MRI Claims Attorneys
MRI contrast side effects could lead to a painful and disfiguring disorder for those with kidney problems or impaired renal function. Nephrogenic Systemic Fibrosis, also known as Nephrogenic Fibrosing Dermopathy (NFS/NFD), is a progressive disease which has been observed in kidney patients after receiving a gadolinium based magnetic resonance imaging (MRI) contrast agent. Contact an MRI attorney or medical malpractice attorney if you have been injured.
MRI contrast lawsuits are being reviewed nationwide for individuals who have experienced symptoms of NSF/NFD or been diagnosed with this serious and potentially fatal disorder after receiving a gadolinium MRI contrast agent. If you have experienced side effects from an MRI talk to a personal injury or MRI Attorney about filing a legal claim.
MRI Contrast Dye Problems
Gadolinium is a paramagnetic metal ion which is useful as an MRI contrast dye since it tends to move into magnetic fields. It is injected into the vein prior to the test to help the radiologist who interprets the image differentiate blood vessels from nearby tissue.
An MRI (magnetic resonance imaging) scan is done to obtain detailed and clear pictures of internal organs. Enhanced MRI with contrast helps identify abnormal tissue in the body.
Gadolinium MRI contrast side effects have been directly linked to the development of Nephrogenic Systemic Fibrosis for those with moderate to end-stage kidney disease. The disorder is associated with the formation of areas of tight, rigid and coarse skin which could lead to significant restrictions on movement of the joints. It is not uncommon for those with the disorder to become dependent on a wheelchair within a few weeks. The disorder can also lead to fibrosis, or scarring, of other internal organs and in some cases it can be fatal.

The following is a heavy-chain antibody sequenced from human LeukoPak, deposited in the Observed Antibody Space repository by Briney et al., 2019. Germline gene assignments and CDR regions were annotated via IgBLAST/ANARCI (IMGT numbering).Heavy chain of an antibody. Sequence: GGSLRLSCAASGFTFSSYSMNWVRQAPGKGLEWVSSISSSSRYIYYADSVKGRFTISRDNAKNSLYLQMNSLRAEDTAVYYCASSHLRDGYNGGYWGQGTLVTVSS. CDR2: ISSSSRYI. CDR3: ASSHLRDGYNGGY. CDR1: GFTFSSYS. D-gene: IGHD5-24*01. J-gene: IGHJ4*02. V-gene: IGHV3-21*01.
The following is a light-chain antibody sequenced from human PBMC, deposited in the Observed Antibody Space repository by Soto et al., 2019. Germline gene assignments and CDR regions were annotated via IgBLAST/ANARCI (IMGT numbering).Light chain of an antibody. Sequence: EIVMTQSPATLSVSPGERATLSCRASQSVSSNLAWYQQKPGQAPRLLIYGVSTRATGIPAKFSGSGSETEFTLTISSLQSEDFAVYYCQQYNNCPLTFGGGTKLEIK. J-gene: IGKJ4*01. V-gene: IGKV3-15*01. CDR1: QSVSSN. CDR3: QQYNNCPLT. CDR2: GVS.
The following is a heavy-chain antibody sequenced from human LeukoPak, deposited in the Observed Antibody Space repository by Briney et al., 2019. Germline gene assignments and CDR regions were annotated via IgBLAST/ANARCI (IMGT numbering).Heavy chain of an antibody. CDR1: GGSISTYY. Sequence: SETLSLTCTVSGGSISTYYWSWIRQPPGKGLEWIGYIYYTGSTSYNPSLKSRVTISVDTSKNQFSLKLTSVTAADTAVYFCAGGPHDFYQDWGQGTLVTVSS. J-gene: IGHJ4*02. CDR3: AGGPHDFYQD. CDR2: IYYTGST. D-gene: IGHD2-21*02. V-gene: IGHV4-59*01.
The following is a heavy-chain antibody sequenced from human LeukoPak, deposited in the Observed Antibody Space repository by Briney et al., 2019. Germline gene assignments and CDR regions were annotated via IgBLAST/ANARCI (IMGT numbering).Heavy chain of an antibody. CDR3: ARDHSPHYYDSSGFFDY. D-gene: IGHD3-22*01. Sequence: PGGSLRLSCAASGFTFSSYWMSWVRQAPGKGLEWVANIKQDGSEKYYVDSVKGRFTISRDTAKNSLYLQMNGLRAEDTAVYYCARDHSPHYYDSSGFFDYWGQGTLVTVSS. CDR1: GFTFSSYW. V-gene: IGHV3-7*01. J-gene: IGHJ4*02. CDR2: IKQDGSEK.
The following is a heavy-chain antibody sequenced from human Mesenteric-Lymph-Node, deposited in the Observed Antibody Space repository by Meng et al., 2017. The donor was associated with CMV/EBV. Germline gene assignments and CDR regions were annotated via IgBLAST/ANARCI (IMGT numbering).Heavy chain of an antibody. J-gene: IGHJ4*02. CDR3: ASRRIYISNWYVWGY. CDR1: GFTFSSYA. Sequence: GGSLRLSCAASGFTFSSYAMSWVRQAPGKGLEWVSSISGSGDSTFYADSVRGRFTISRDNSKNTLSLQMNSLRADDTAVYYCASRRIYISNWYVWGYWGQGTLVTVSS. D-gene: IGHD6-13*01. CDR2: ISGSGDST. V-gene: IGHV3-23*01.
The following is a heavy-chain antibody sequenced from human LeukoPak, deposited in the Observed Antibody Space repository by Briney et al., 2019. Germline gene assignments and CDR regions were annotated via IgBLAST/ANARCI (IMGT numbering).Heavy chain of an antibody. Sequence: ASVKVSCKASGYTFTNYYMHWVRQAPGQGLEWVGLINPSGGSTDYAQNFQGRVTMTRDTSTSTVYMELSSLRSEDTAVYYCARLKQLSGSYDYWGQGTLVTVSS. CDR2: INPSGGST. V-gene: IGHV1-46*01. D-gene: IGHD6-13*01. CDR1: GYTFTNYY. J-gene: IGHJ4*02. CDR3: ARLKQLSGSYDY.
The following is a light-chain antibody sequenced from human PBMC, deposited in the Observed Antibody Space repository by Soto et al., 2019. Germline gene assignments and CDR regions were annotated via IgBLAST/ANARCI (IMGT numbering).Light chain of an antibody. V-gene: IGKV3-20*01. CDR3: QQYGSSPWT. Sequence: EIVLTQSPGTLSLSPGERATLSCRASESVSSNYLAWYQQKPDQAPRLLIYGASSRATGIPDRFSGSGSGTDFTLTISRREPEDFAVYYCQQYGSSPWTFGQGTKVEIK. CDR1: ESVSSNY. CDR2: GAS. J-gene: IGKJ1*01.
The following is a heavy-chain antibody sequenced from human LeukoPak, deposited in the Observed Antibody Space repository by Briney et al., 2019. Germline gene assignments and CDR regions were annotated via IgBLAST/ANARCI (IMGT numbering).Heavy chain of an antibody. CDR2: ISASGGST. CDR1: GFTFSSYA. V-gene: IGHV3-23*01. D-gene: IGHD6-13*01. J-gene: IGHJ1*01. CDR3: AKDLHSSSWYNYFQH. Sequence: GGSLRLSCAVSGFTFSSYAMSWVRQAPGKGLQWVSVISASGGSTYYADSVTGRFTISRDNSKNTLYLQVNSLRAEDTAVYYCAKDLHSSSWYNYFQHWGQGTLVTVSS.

Who Can Sue
If you or a loved one was a kidney patient who had an MRI using a contrast agent and subsequently suffered nephrogenic systemic fibrosis you may want to contact an MRI attorney.
The FDA and CDC have indicated that the use of gadolinium MRI contrast should be avoided for those with advanced renal failure. Those with kidney problems who may require a magnetic resonance image (MRI) with contrast should carefully weigh the risks of suffering the side effects against the benefits which could be provided by the exam.
Research indicates that about 3% of those with kidney failure or impaired renal function who are given the gadolinium MRI contrast will develop Nephrogenic Systemic Fibrosis/Nephrogenic Fibrosing Dermopathy (NSF/NFD) as a side effect.
There are alternatives to an enhanced MRI with contrast, but they do have limitations. Feridex, I.V. is an iron-containing injectable solution and Teslascan is a maganese-containing injectable solution. However, these non-gadolinium MRI contrast dyes are only approved for evaluation of liver lesions. There are other imaging contrast agents, however, they require an x-ray, as opposed to an MRI.